A Philosophy of void : Ankara Hippodrome and after

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2014
Saner, Mehmet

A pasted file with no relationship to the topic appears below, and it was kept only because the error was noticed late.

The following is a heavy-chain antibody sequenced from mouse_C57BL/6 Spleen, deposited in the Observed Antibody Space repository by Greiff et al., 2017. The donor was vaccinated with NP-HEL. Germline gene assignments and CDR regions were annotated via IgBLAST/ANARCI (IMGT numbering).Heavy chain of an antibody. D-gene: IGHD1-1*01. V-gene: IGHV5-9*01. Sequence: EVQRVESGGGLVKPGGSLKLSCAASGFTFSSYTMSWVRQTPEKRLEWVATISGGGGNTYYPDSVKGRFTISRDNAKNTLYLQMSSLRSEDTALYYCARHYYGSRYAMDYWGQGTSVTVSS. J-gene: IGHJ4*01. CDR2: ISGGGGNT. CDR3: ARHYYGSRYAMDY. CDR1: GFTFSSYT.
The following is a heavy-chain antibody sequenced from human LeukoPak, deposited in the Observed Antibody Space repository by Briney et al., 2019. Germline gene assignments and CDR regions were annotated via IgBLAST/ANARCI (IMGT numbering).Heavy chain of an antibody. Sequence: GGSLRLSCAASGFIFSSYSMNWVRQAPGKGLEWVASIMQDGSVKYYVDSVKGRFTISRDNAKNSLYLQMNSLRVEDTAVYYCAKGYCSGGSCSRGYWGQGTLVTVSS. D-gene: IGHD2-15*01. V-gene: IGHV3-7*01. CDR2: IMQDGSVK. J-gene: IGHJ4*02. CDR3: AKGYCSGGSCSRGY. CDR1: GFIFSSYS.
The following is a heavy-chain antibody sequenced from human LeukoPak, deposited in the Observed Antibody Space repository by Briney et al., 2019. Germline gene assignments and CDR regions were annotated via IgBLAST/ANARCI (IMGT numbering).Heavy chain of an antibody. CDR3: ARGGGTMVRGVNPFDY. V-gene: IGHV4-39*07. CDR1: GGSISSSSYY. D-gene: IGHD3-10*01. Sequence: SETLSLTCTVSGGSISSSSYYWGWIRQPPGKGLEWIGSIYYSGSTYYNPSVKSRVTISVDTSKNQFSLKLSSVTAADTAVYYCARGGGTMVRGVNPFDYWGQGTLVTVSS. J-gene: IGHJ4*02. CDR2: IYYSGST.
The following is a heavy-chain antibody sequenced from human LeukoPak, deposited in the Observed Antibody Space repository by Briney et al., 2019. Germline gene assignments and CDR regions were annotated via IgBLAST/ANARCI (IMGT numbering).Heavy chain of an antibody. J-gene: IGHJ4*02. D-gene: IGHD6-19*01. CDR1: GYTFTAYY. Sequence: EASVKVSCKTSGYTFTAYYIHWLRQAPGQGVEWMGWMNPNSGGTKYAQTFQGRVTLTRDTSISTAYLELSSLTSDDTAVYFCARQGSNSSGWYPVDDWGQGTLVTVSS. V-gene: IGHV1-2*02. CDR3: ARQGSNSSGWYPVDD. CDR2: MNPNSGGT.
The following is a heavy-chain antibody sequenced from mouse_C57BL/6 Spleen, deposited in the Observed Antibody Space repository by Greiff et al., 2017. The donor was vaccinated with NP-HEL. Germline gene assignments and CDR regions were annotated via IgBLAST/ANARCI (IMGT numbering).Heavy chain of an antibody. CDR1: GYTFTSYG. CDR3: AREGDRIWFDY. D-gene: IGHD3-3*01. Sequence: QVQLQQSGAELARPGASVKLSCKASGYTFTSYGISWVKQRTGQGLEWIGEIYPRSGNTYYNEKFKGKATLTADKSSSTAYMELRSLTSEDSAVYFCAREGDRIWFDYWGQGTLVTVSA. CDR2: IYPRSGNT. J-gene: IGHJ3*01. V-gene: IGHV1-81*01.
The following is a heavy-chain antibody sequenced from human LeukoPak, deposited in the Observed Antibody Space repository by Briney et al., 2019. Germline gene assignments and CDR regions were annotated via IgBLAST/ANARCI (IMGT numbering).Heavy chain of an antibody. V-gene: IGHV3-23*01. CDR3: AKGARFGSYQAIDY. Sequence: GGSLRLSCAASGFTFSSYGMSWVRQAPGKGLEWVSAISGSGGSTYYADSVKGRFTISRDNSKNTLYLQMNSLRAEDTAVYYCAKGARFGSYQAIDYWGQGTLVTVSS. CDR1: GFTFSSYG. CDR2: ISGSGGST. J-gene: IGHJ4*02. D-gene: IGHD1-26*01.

Void is a concept introduced by Greek philosophers to define utterly empty spaces. It has been subject to a number of texts in philosophy, assumptions and studies in sciences, particularly in physics, and exercises in spatial design education. However, once its use in architecture and urban design is replaced with that of space, it is hardly referred to define spaces of any quality. This study aims at exploring the use of void in various realms, and then at reintroducing the term to understand and treat unintentional voids emerging in urban patterns, where spatial terminology and the tools and methods of design fail to develop satisfactory explanations and appropriate approaches. The case to be studied here is Ankara Hippodrome, which is recorded as the First Division of Atatürk Cultural Center Areas today. It is proposed analyzing the area in three consecutive phases: first as a void, which may as well be described as a proto-space with some potential in Ankara in the early 20th century, second as void becoming space, which was used as the hippodrome of the capital city with all spatial qualities as integrated into daily life, and finally as an unintentional void lacking spatial qualities despite the planning decisions and architectural projects to retain its spatiality. Ankara Hippodrome is an unintentional void today. Lacking established spatial relationships, and being detached from the everyday urban experiences, it is no longer a space, but a void that is constantly desired to fill. Yet, neither trying to fill the void is the appropriate method, nor just establishing spatial relationships is enough to turn the void into space. Therefore, before utilizing the tools and methods of spatial design, the ways to make it engage with everyday urban experiences must be sought after so to make the void social as space again.